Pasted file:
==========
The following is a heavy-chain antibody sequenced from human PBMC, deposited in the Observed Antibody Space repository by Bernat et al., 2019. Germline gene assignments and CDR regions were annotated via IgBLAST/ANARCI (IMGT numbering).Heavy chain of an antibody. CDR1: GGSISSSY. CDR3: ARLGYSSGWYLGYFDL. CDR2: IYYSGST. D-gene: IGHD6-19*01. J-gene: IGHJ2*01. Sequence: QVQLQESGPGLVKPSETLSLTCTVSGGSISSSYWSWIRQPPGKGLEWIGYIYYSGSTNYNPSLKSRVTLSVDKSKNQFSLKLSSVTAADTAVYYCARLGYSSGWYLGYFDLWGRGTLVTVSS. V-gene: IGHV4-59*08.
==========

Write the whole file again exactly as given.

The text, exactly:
The following is a heavy-chain antibody sequenced from human PBMC, deposited in the Observed Antibody Space repository by Bernat et al., 2019. Germline gene assignments and CDR regions were annotated via IgBLAST/ANARCI (IMGT numbering).Heavy chain of an antibody. CDR1: GGSISSSY. CDR3: ARLGYSSGWYLGYFDL. CDR2: IYYSGST. D-gene: IGHD6-19*01. J-gene: IGHJ2*01. Sequence: QVQLQESGPGLVKPSETLSLTCTVSGGSISSSYWSWIRQPPGKGLEWIGYIYYSGSTNYNPSLKSRVTLSVDKSKNQFSLKLSSVTAADTAVYYCARLGYSSGWYLGYFDLWGRGTLVTVSS. V-gene: IGHV4-59*08.